Hey, Belo — sell to the locals; a bridge too far; RIP, Al and Bob
As the A.H. Belo Corporation moves toward selling the august Urinal to the highest bidder, it appears that a local group is still in the hunt to purchase Vo Dilun’s rag of record.
WPRI’s Ted Nesi reported on May 12 that a consortium including Biggest Little businessmen Arnold “Buff” Chace, Barry Fain, John Howell, and Matt Hayes is in the mix to acquire the faltering local media giant. Evidently the group has passed muster and entered a second round of bidding overseen on behalf of BeloJo’s empty suits in Dallas by an Arkansas investment bank, which should assure quality will take a backseat on this ride and the sale will go to whomever brings in the biggest bucks for the Texas trolls. To that end, P&J have heard rumors that the Gannett newspaper chain, which includes USA Today, is also a contender. This news was followed by a comment by a former Gannett reporter that their operation, to put it nicely, sucks.
That is why interest from locals is so intriguing and exciting. P&J have thundered many times in this space about the soul-sucking impact of absentee ownership that has plagued The Other Paper since Steve Hamblett and Co. sold it to BeloJo’s corporate buccaneers in 1997. These are the folks who heartlessly cut jobs with a scimitar, knowing they would never have to meet any of the casualties or their family members face-to-face in the market or at a Little League game. The people laid off were simply costs infringing on profits.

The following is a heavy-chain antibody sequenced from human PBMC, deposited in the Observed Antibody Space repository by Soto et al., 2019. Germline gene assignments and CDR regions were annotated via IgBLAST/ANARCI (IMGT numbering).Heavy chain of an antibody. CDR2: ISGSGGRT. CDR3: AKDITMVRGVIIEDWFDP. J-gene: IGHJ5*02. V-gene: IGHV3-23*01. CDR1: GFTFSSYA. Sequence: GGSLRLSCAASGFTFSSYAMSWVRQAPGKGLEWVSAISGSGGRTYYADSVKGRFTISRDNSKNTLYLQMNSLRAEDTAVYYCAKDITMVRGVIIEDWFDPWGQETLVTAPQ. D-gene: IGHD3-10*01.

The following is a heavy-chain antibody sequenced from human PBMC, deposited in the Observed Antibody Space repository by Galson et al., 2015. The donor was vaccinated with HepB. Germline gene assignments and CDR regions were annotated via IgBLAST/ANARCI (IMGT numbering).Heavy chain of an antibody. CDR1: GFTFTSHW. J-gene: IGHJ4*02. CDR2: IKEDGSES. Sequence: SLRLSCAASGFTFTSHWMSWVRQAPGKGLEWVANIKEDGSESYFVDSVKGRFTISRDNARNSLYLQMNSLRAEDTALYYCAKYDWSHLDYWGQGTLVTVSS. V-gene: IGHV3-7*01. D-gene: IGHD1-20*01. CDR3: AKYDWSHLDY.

What also brings hope to Casa Diablo is that the members of local group in play are very familiar to P&J. Buff Chace, Managing General Partner at Cornish Associates, is a real estate guy and a concerned citizen who has also come down on the right side of activist issues in the state. Fain is the longtime publisher of East Side Monthly, the type of paper you put out as a public service, not to get rich. Howell is a longtime friend of P&J’s whose Beacon Communications newspapers, the Warwick Beacon and Cranston Herald, are glowing examples of what community papers should be. (He has also been a tremendous advocate for environmental issues, an important topic for a coastal community like Warwick.) Hayes is owner and publisher of East Bay Newspapers chain of weeklies, which are to the towns from Barrington to Tiverton what Howell’s product is to the Warwick/Cranston area. The Hayes family (Phillipe has worked with all of them through the years) has owned the East Bay franchise for three generations, and Matt, along with Howell and Fain, knows what readers want.
Local publishers and editors traditionally see them themselves — in most cases, quite rightly — as the conscience of the communities they serve, and in most cases they bring a considered voice to local debates. These weeklies are the ones that stay around the house for more than a day and they’re often read very thoroughly. Chances are, more readers know whose neighbor’s dog is lost than the name of the vice president.